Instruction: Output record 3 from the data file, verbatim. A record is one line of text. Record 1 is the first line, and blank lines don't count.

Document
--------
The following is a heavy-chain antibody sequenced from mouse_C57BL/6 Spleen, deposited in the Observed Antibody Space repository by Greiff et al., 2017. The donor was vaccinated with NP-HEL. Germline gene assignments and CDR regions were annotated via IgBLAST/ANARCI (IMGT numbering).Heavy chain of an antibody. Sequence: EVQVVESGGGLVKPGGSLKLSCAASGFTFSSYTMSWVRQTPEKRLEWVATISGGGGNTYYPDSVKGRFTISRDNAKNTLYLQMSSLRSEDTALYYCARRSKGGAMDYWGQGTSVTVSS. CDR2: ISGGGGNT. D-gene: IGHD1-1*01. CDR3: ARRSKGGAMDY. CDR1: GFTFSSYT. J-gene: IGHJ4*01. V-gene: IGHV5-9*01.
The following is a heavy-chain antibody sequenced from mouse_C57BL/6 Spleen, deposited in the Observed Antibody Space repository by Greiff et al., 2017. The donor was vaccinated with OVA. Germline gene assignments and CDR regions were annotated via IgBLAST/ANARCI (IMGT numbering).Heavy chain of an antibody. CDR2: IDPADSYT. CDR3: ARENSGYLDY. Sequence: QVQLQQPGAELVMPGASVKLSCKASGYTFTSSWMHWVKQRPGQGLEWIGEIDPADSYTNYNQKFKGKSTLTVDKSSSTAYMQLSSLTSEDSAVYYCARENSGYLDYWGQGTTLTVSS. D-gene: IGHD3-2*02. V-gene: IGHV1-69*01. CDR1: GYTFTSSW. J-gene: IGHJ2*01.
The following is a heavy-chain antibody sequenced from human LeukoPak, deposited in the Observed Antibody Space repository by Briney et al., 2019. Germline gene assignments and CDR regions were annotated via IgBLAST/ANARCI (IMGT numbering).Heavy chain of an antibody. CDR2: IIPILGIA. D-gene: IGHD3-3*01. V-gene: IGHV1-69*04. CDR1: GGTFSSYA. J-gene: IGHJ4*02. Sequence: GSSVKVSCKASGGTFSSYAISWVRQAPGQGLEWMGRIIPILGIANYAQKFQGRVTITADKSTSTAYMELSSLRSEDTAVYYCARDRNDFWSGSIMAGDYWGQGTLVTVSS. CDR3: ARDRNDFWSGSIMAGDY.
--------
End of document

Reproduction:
The following is a heavy-chain antibody sequenced from human LeukoPak, deposited in the Observed Antibody Space repository by Briney et al., 2019. Germline gene assignments and CDR regions were annotated via IgBLAST/ANARCI (IMGT numbering).Heavy chain of an antibody. CDR2: IIPILGIA. D-gene: IGHD3-3*01. V-gene: IGHV1-69*04. CDR1: GGTFSSYA. J-gene: IGHJ4*02. Sequence: GSSVKVSCKASGGTFSSYAISWVRQAPGQGLEWMGRIIPILGIANYAQKFQGRVTITADKSTSTAYMELSSLRSEDTAVYYCARDRNDFWSGSIMAGDYWGQGTLVTVSS. CDR3: ARDRNDFWSGSIMAGDY.